Assessing the success of a new system in real life
Now, 18 months into the rollout of the system we chose, we can talk about the learning process. We’re also eager to share takeaways that could be helpful for anyone tasked with choosing or implementing a new software system at work.
The first lesson we learned was to give ourselves time to master new terminology and procedures. Even though the new system matched our current workflow fairly closely, some elements were different.
The takeaway: Learning a new system will probably take longer than you imagined and require extra resources. You’ll need to be patient and determined to invest the time, especially since it will most likely not be billable.
Making It a Habit
Our second lesson was that new habits have to be reinforced. For about a year and a half we’ve been learning our system’s modules and getting staff up to speed. We are using the tool daily to identify and track tasks. Still, it can be a struggle to break old habits. We have to remind ourselves to enter information into the system to keep it current.
The takeaway: Unless a new system is used consistently, a “garbage in, garbage out” situation will occur and reports generated by the system will be meaningless. Be prepared to deal with ingrained habits and figure out how to motivate new ones.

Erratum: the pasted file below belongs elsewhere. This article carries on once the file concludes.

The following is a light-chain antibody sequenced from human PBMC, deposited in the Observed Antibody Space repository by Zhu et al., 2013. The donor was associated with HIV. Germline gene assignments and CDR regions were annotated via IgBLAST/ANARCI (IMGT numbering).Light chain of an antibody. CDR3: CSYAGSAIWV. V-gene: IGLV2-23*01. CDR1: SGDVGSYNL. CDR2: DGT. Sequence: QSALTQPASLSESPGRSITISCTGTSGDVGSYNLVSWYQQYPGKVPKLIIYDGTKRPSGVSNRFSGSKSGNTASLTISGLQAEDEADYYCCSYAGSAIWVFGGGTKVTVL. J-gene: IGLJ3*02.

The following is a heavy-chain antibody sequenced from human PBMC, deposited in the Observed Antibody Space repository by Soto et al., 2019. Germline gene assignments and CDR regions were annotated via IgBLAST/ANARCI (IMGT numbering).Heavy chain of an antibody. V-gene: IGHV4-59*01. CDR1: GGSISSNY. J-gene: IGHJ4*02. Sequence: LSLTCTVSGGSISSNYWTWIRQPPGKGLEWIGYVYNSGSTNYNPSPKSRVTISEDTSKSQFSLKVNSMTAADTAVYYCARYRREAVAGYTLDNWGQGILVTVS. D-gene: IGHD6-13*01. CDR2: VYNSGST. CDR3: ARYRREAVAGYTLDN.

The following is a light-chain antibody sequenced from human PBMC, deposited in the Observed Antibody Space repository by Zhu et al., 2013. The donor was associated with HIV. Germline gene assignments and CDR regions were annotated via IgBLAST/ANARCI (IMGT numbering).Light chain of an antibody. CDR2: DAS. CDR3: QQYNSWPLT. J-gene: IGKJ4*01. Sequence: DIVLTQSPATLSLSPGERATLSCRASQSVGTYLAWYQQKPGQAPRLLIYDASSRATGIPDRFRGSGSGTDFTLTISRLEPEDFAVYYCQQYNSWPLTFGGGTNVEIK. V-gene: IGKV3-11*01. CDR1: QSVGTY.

We have also learned about the selection process, and more specifically what should occur before selection begins. If we had to do it again, we would have focused more on understanding our own processes and how we do business. Spending more time diagramming our workflows and pinpointing our specific needs would have been beneficial.
The takeaway: There’s work to do before you even start a selection process. Develop a crystal clear picture of your current needs; and if possible a sense of what your future needs might be.
A System and a Partner
We also learned that it’s important to get to know the system’s vendor. In essence, that vendor became a partner to our business. We did our homework but could have delved more into what the partner would be like to work with, where they saw their business heading and their philosophy around supporting clients.
The takeaway: Ask a lot of questions about system providers. What is their business plan for the next five or 10 years? Are they hoping to grow big and sell out fast? Can you assess how they provide support? Are they used to working with companies the same size as yours?
Changes and Charges
Finally, we’re learning that the system we purchased requires more customization than we thought it would. Features we’re looking for or changes we need to have made require extra time and expense. Beyond subscription costs, there are charges for reconfiguration and training.
The takeaway: When choosing a system, get a sense of extra expenditures involved and ask about the data you input into the system. If you were to end your relationship with the vendor, can you retrieve that valuable data?
Are you weighing a new project management system for your real estate development or improvement projects? We’d love to discuss how Real Projectives® can help. For more information on the services we offer clients, browse some of our other articles — or give us a call at 888.357.7342.